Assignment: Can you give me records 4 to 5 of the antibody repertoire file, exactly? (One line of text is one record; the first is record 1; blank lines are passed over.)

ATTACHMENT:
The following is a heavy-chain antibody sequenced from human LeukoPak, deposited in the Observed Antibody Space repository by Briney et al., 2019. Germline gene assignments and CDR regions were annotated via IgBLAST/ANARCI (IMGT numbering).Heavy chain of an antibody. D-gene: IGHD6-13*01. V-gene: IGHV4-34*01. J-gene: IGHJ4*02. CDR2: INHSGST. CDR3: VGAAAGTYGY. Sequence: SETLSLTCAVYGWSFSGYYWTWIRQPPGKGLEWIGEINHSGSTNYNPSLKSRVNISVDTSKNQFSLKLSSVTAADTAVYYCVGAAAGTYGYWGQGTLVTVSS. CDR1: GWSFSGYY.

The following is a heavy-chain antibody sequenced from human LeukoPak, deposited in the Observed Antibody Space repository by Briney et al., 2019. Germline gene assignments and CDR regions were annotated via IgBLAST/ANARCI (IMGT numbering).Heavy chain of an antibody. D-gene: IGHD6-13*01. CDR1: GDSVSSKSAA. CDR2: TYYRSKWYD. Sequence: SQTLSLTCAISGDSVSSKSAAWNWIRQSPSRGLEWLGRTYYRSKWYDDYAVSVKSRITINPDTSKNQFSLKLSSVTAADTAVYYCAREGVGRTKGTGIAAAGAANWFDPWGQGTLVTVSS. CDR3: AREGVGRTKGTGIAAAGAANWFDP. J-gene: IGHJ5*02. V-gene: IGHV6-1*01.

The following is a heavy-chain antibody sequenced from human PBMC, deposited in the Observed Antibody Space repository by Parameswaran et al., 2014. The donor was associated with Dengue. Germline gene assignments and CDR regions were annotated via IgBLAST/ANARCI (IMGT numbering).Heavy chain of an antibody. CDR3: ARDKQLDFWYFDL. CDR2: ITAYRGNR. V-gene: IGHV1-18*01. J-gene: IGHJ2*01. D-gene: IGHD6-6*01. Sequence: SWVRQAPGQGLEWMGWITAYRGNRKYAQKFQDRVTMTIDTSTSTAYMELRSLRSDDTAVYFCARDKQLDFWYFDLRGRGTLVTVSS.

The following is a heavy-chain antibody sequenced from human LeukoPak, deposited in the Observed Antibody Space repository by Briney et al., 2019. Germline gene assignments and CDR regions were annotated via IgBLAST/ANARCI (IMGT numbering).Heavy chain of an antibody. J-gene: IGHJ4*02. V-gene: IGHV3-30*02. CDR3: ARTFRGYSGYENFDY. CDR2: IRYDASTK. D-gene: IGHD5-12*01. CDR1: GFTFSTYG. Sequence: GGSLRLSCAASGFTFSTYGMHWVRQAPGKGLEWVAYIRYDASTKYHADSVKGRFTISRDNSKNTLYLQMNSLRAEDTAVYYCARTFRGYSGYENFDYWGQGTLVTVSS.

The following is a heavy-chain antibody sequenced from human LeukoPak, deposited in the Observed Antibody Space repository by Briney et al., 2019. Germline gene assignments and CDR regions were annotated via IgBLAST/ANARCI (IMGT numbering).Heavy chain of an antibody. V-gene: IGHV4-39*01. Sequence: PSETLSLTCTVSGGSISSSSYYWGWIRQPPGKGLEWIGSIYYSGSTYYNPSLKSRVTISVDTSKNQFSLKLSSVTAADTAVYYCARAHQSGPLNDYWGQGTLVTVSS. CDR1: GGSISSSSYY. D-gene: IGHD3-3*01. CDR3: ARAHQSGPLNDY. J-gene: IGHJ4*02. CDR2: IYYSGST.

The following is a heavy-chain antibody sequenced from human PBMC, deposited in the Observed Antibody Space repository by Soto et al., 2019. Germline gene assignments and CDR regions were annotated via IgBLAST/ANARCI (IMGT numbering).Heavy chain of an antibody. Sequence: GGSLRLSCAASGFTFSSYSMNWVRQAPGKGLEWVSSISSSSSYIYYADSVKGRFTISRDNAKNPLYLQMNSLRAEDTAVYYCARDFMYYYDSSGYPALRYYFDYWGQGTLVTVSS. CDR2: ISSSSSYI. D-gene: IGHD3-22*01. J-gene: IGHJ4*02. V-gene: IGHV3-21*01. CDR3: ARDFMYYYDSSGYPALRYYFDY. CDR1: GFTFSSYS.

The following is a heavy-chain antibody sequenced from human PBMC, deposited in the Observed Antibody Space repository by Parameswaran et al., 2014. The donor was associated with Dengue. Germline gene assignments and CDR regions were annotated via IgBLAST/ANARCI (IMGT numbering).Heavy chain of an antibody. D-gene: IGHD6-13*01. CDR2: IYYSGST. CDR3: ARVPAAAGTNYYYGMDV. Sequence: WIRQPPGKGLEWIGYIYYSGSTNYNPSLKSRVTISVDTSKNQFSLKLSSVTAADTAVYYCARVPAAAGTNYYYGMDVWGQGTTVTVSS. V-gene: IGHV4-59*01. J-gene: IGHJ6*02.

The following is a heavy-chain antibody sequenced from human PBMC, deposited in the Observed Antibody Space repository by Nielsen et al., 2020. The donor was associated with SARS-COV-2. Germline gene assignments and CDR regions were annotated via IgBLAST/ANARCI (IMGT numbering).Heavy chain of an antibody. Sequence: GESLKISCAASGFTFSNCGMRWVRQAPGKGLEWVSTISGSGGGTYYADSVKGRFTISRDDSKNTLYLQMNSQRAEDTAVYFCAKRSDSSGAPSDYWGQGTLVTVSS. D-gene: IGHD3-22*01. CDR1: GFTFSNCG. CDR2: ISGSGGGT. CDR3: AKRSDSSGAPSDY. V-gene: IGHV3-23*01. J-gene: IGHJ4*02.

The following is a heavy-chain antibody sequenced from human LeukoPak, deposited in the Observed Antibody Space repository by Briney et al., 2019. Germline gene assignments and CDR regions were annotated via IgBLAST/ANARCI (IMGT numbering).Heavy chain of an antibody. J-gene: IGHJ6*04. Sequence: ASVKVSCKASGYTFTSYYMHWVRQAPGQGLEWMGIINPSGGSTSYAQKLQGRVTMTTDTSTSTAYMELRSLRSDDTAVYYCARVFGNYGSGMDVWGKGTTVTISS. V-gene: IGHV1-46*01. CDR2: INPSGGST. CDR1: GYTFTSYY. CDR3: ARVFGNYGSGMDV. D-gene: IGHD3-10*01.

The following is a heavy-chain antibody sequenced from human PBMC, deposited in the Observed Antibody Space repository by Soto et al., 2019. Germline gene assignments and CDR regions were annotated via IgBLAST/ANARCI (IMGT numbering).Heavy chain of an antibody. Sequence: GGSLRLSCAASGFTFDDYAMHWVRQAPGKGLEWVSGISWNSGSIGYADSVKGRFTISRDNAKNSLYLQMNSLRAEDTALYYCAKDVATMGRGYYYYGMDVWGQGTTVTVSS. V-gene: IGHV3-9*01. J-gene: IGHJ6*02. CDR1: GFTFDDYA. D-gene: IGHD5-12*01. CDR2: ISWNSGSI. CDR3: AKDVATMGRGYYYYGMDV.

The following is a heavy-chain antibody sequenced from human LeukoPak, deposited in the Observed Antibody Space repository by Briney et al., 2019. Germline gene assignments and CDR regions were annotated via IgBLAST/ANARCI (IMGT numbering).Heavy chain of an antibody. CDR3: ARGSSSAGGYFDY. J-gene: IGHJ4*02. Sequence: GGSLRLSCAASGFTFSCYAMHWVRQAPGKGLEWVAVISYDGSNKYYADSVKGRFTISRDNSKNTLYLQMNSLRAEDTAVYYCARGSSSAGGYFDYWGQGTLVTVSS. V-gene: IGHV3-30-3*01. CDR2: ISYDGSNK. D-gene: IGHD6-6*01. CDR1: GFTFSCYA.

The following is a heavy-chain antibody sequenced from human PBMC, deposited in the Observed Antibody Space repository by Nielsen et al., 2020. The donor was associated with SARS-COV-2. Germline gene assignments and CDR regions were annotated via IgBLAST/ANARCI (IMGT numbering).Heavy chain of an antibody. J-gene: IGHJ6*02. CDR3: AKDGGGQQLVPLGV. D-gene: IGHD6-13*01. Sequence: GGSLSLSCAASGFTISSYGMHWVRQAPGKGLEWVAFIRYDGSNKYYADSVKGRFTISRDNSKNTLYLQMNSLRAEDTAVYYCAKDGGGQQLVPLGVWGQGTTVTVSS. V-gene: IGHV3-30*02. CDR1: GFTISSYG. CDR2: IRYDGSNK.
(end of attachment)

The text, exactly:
The following is a heavy-chain antibody sequenced from human LeukoPak, deposited in the Observed Antibody Space repository by Briney et al., 2019. Germline gene assignments and CDR regions were annotated via IgBLAST/ANARCI (IMGT numbering).Heavy chain of an antibody. J-gene: IGHJ4*02. V-gene: IGHV3-30*02. CDR3: ARTFRGYSGYENFDY. CDR2: IRYDASTK. D-gene: IGHD5-12*01. CDR1: GFTFSTYG. Sequence: GGSLRLSCAASGFTFSTYGMHWVRQAPGKGLEWVAYIRYDASTKYHADSVKGRFTISRDNSKNTLYLQMNSLRAEDTAVYYCARTFRGYSGYENFDYWGQGTLVTVSS.

The following is a heavy-chain antibody sequenced from human LeukoPak, deposited in the Observed Antibody Space repository by Briney et al., 2019. Germline gene assignments and CDR regions were annotated via IgBLAST/ANARCI (IMGT numbering).Heavy chain of an antibody. V-gene: IGHV4-39*01. Sequence: PSETLSLTCTVSGGSISSSSYYWGWIRQPPGKGLEWIGSIYYSGSTYYNPSLKSRVTISVDTSKNQFSLKLSSVTAADTAVYYCARAHQSGPLNDYWGQGTLVTVSS. CDR1: GGSISSSSYY. D-gene: IGHD3-3*01. CDR3: ARAHQSGPLNDY. J-gene: IGHJ4*02. CDR2: IYYSGST.